At RJI, we’ve been working to improve how we share information with our readers.


This week, I’ll reunite with my California Civic Data Coalition colleagues to co-teach a six-hour, hands-on session at the annual Computer-Assisted Reporting Conference in Chicago.

Our class, “First Python Notebook,” is for journalists who want to learn data science. We’ll show our students how to use computer-assisted techniques to report on money in state politics, but the skills could apply to any reporting beat where data are available.

Why should journalists learn data science? At the end of the day, data science is another well to draw from in finding stories that matter. As the institutions we cover increasingly rely on data and algorithmic decision-making, our jobs will demand more of us than finding compelling anecdotes and getting great quotes.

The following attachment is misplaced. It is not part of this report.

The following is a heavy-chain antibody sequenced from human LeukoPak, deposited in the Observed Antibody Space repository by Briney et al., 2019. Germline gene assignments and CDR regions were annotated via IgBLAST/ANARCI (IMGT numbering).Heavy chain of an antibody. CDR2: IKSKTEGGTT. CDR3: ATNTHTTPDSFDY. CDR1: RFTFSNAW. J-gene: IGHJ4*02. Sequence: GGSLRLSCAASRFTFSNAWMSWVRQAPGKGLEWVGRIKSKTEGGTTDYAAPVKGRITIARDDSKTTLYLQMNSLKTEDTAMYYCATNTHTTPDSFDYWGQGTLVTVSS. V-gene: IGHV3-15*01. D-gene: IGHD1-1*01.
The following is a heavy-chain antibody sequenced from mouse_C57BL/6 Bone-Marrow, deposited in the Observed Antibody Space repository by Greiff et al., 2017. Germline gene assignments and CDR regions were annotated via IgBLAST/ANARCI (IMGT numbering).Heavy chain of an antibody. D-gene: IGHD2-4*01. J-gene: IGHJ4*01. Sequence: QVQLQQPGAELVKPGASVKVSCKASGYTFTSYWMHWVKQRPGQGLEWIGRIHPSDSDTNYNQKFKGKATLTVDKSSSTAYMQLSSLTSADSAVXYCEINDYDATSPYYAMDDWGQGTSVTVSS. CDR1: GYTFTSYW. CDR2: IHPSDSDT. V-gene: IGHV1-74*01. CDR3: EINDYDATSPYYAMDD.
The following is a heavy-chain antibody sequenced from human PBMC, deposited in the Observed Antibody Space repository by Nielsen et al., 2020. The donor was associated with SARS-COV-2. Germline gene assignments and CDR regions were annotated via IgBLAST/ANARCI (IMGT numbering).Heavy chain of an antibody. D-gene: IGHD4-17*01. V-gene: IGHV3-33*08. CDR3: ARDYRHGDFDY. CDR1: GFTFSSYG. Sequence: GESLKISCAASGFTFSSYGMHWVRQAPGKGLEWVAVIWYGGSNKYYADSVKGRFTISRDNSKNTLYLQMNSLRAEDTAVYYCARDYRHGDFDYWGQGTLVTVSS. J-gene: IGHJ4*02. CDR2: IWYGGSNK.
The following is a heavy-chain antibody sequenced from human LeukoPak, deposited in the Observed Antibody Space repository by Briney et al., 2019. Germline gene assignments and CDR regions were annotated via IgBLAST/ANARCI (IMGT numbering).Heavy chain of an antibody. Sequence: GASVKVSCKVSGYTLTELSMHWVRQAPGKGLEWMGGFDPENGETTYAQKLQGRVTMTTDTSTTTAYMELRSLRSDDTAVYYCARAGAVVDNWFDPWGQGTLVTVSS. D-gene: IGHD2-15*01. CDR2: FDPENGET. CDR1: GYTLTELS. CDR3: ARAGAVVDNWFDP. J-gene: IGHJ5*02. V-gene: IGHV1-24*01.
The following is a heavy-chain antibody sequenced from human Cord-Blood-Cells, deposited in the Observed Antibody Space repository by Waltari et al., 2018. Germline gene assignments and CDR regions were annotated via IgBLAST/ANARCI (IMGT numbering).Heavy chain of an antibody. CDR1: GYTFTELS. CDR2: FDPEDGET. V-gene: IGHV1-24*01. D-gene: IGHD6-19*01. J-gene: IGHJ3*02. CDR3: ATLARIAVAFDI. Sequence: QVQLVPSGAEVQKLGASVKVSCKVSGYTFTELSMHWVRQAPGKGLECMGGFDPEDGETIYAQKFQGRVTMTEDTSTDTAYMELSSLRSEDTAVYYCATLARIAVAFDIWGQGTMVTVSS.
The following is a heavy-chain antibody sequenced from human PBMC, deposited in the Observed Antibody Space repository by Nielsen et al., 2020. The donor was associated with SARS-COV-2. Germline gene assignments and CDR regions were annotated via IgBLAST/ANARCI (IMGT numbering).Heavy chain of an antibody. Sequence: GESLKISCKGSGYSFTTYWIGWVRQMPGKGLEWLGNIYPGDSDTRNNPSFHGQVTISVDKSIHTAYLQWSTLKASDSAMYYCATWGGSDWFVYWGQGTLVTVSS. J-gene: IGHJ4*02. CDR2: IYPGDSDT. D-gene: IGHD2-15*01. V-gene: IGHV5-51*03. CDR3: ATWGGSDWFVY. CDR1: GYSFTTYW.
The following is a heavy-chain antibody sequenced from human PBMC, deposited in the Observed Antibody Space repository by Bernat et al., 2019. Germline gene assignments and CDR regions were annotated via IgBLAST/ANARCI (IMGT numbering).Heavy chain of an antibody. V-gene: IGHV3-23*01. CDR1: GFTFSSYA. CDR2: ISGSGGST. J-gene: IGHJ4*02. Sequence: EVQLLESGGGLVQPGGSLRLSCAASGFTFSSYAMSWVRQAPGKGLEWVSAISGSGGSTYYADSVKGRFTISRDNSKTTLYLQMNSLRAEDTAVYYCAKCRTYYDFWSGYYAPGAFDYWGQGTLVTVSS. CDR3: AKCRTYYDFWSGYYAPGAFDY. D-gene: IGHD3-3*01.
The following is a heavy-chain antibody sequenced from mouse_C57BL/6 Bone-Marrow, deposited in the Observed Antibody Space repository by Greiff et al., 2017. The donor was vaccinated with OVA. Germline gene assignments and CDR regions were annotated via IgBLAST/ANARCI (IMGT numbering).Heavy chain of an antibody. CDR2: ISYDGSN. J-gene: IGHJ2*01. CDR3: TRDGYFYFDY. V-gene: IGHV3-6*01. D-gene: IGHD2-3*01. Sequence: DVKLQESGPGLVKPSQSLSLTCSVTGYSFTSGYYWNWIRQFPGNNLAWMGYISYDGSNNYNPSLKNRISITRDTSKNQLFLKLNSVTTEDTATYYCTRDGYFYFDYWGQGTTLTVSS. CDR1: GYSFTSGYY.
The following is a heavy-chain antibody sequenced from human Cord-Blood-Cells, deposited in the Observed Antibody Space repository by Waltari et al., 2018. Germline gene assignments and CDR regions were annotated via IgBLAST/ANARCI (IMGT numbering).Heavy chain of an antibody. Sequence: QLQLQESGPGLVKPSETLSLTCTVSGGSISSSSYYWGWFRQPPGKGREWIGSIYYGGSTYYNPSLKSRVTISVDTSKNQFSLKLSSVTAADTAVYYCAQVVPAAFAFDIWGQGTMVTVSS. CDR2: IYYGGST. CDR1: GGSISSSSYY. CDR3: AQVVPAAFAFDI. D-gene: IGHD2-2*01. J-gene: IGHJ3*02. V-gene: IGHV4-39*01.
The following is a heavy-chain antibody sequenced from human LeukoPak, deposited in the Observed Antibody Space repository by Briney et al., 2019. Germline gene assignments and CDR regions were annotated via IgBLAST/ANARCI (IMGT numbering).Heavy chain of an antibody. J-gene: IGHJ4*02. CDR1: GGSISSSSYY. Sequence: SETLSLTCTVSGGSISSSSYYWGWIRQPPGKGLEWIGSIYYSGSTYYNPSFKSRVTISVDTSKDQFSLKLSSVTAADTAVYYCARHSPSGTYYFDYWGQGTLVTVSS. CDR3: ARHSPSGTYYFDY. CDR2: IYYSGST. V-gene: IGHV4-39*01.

The specific tools we’re teaching — Jupyter Notebooks and pandas — fit well into the workflows of data-driven journalism. They’re powerful, yet easy enough to set up on your own laptop. The metaphor of a notebook is also something that journalists understand intuitively as a space to interrogate data and explain their findings in plain English.

Los Angeles Times Data Desk Editor Ben Welsh developed our curriculum, which is free to use by anyone. To date, the class has been taught at NICAR 2017, Stanford University, Northwestern University’s Washington, D.C., campus and as a MOOC or massive open online course.

The 2018 CAR Conference is March 8-11 at the Chicago Marriott Downtown Magnificent Mile. Conference sponsors include the Donald W. Reynolds Journalism Institute and the Missouri School of Journalism.

James Gordon  
Senior Editor


Recommended for You

Related Stories

comments powered by Disqus